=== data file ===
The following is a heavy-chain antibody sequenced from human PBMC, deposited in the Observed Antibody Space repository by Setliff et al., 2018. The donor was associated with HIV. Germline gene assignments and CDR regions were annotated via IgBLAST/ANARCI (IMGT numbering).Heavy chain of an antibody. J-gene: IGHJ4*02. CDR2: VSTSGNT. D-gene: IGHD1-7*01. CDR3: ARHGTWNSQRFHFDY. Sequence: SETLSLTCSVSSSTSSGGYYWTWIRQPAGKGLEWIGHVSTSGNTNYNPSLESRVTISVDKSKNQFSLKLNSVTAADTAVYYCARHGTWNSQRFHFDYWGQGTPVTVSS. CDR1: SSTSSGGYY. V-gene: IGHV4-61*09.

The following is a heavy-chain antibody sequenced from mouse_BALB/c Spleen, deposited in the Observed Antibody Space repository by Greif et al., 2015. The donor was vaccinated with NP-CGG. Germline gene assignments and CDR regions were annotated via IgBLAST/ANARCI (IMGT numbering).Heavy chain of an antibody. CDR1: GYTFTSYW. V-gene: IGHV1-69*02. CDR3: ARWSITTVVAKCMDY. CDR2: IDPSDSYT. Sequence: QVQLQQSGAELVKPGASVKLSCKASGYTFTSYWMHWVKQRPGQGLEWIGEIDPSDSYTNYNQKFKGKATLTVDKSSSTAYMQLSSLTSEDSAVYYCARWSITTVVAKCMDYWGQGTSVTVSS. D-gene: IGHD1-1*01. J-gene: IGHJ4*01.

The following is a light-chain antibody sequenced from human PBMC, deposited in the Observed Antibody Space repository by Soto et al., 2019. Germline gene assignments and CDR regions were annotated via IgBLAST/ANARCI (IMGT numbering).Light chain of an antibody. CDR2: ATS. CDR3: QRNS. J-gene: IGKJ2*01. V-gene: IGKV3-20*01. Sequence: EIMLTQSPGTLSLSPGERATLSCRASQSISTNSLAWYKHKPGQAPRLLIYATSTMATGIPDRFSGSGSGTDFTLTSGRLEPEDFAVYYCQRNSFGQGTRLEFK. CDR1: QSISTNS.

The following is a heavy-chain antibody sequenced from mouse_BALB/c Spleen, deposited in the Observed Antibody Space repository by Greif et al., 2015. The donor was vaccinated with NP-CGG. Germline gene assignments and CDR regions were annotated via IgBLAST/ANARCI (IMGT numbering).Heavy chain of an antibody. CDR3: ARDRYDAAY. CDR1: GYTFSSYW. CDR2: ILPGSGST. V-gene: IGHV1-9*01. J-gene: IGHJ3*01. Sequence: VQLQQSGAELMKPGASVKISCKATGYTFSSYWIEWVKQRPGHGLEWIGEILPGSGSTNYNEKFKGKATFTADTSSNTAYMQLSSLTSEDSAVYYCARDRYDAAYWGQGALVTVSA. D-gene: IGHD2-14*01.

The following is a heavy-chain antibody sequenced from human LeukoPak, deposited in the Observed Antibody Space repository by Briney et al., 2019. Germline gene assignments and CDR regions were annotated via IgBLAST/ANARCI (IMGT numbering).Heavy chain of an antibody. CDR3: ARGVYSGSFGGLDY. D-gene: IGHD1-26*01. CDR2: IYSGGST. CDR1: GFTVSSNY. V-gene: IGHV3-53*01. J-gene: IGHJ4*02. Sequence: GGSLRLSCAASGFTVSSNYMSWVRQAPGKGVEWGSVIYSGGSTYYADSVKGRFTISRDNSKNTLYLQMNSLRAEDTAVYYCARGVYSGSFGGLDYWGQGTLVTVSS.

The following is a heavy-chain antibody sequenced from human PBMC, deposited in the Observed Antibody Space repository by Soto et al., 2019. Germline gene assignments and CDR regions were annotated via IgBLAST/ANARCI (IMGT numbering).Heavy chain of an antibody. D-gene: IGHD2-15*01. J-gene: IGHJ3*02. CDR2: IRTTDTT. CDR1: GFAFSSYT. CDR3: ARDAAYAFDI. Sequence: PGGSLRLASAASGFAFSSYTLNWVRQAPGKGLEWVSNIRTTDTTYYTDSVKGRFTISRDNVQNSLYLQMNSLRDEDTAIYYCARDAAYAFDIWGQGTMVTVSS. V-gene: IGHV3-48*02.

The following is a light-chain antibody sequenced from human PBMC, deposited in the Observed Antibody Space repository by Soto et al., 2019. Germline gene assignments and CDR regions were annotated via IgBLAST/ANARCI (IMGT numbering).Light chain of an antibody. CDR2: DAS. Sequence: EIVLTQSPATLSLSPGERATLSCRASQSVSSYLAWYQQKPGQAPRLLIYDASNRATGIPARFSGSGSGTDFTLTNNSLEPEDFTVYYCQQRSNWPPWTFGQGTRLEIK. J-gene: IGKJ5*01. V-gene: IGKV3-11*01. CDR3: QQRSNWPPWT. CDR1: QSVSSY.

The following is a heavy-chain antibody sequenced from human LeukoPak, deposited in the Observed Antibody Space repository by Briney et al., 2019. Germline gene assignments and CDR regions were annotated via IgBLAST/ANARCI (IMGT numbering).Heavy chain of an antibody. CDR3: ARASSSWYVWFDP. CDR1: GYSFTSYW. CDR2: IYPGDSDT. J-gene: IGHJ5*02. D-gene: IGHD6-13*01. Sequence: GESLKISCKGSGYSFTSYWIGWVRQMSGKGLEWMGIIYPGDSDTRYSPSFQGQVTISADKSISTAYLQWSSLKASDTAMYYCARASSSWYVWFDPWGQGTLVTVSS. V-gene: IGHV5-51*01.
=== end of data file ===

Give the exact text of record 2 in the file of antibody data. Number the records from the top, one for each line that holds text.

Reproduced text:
The following is a heavy-chain antibody sequenced from mouse_BALB/c Spleen, deposited in the Observed Antibody Space repository by Greif et al., 2015. The donor was vaccinated with NP-CGG. Germline gene assignments and CDR regions were annotated via IgBLAST/ANARCI (IMGT numbering).Heavy chain of an antibody. CDR1: GYTFTSYW. V-gene: IGHV1-69*02. CDR3: ARWSITTVVAKCMDY. CDR2: IDPSDSYT. Sequence: QVQLQQSGAELVKPGASVKLSCKASGYTFTSYWMHWVKQRPGQGLEWIGEIDPSDSYTNYNQKFKGKATLTVDKSSSTAYMQLSSLTSEDSAVYYCARWSITTVVAKCMDYWGQGTSVTVSS. D-gene: IGHD1-1*01. J-gene: IGHJ4*01.